John Markum

The Most Important Thing You Should Know About Your Pastor

I want to preface this by saying that I love my church and I know my church loves me! It is difficult to share important issues like this without someone assuming there’s a problem. Few people know what it’s like to be a pastor, unless they’ve done it. So I want to be clear that I’m writing this from a place of transparency, not a place of resentment. I’m also writing this for all the pastors out there who feel what I’m about to share, but don’t feel safe to say it themselves. In the end, I hope this helps everyone in your churches relate to your pastor better, wherever you call your church home…

I’ve been blessed to be called “Pastor” for nearly 20 years now. I’ve also had the privilege of mentoring a number of other godly men who serve as pastors in other ministries, as well as networking with hundreds who serve around the country and across the globe. If I had to summarize the most important thing I wish people in our churches knew about us, it would be this…

Pastors are people too.

No duh, right? But in my personal experience, and seeing the experiences of so many others in my role, I sincerely believe that most church members and attenders routinely forget this, and it manifests itself in a multitude of ways. From forgetting that your pastor has his own sin and personality, to not realizing that he has feelings and needs also – many people in churches see their pastor as a resource, and little more. To the average church attender’s credit, I sincerely believe this is generally unintentional.

When we often approach our pastors to express our desires, preferences, struggles, frustrations, and needs, it gets easy to forget that our pastors are trying to manage the desires, preferences, struggles, frustrations, and needs of everyone in the church and community they’re trying to reach… not to mention their own desires, preferences, struggles, frustrations, and needs!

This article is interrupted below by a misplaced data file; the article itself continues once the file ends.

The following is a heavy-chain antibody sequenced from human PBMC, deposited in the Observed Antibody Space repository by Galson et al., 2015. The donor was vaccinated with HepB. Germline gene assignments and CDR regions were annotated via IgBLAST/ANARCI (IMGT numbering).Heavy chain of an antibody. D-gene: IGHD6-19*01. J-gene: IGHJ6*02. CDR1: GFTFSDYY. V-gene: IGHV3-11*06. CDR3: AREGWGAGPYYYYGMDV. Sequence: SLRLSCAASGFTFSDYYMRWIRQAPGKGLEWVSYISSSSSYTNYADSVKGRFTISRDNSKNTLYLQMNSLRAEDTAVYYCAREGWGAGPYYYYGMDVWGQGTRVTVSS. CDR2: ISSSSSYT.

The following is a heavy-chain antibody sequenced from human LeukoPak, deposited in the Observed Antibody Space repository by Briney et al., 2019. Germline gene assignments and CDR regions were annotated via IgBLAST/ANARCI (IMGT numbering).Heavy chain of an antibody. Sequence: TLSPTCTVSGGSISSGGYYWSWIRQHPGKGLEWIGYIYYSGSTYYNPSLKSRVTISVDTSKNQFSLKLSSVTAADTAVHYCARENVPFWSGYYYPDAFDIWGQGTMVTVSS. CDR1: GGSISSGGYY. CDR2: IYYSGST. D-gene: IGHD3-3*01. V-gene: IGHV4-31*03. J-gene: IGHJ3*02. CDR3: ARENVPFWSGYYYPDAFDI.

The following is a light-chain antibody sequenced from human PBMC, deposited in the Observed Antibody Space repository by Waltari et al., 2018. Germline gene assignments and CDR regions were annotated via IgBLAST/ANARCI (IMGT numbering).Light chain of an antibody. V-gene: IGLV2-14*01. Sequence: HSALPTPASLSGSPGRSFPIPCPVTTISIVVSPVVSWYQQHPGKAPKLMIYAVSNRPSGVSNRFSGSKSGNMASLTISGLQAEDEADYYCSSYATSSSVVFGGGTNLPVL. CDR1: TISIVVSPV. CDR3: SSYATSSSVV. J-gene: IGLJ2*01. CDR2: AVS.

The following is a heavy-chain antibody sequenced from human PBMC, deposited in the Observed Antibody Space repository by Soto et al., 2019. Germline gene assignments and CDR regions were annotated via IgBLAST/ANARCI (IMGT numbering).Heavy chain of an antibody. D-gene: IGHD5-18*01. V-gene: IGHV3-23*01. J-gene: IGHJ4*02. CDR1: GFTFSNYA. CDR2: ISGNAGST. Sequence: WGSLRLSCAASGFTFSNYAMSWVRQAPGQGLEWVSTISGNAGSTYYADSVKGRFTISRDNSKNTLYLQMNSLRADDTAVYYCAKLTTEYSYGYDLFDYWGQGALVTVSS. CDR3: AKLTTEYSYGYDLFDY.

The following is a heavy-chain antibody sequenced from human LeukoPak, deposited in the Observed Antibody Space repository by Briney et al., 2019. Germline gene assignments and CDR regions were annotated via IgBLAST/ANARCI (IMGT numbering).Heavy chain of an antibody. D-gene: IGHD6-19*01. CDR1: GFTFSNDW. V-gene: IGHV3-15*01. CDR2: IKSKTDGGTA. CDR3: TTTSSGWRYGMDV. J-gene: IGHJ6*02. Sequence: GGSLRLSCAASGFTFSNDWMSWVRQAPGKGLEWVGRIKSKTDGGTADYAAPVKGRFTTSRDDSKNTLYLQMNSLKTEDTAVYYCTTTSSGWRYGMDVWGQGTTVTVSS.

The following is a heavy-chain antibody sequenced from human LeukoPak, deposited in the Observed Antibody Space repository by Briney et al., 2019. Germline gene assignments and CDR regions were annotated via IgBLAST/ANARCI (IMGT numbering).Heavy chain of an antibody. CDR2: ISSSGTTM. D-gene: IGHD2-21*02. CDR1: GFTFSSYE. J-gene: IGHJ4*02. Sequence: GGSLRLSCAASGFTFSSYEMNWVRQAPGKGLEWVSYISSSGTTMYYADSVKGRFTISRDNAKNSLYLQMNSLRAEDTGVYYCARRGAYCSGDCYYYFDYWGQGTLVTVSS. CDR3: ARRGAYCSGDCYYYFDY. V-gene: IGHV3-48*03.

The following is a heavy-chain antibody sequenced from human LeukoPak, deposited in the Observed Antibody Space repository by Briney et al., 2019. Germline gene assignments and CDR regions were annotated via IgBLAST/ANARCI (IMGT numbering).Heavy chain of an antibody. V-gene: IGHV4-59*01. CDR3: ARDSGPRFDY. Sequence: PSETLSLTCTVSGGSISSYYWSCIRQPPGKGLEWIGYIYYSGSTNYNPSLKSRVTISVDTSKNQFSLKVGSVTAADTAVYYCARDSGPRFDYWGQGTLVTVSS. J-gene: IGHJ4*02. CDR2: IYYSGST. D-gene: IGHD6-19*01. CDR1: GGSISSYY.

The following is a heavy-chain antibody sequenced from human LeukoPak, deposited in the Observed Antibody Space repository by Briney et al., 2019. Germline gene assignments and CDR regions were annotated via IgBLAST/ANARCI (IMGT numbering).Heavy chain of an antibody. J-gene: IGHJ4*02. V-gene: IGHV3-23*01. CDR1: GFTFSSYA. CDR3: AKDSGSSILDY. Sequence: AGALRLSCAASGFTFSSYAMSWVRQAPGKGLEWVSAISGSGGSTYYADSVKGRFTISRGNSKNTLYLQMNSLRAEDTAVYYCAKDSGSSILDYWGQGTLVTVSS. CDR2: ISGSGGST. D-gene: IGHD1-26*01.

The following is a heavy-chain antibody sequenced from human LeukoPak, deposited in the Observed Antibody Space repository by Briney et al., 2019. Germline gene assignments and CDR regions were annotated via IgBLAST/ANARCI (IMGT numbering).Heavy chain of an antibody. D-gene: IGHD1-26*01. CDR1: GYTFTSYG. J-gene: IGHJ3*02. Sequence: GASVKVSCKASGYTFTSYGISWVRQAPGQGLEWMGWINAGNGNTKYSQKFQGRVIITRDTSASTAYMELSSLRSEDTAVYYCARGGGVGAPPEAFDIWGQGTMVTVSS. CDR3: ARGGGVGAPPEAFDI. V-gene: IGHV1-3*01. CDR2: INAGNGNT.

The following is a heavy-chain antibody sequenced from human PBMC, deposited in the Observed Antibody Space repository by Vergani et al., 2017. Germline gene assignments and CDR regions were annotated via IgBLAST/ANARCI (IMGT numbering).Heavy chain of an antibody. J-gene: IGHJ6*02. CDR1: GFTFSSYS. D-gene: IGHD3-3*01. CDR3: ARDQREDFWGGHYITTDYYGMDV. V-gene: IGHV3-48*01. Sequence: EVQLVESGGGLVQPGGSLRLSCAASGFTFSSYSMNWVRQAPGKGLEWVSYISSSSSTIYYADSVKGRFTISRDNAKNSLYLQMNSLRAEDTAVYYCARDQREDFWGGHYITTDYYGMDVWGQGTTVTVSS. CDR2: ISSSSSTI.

Add to this the fact that pastor are almost always unable to share any of these struggles. You can vent about your job on Facebook, but not if you’re a pastor. If a customer or client is hard to work with at your job, you can joke about it afterward with your coworkers or friends, but for a pastor, this would amount to spreading gossip or far worse. So when pastors get hurt – and we often do – the only person they are generally able to share it with, is the only person they are incapable of hiding it from… your pastor’s wife. And yet, that is also not an option many times, for reasons of confidentiality and protecting her well-being. As a result, we tell our wives things like, “I’m hurting over something, but I can’t share it.”

The truth is, most pastors are desperately lonely. Few people in church ever sincerely think to check on a pastors’ emotional, relational, or spiritual well-being until a sin-issue arises with him, which usually results in his dismissal… and he knows this, and wants avoid becoming a casualty. So what do most pastors do? Bottle it up. We seek the Lord, yes. And Jesus is enough for us, just like He is enough for you. But we are people, too. And it gets hard to focus on Jesus, when the only focus many pastors get from people is in the form of criticism.

Let me offer a few helpful things to seeing your pastor as a person whom Jesus radically loves…

  • Accept that he isn’t perfect. Knowing he isn’t perfect is one thing, but accepting it is something different entirely. Realize that he is trying to grow in His walk with God just like you, and he is not going to get it right all of the time. When he once again “falls short of the glory of God” (Romans 3:23), choose to extend the same grace to him as you hope he will extend to you in your sin.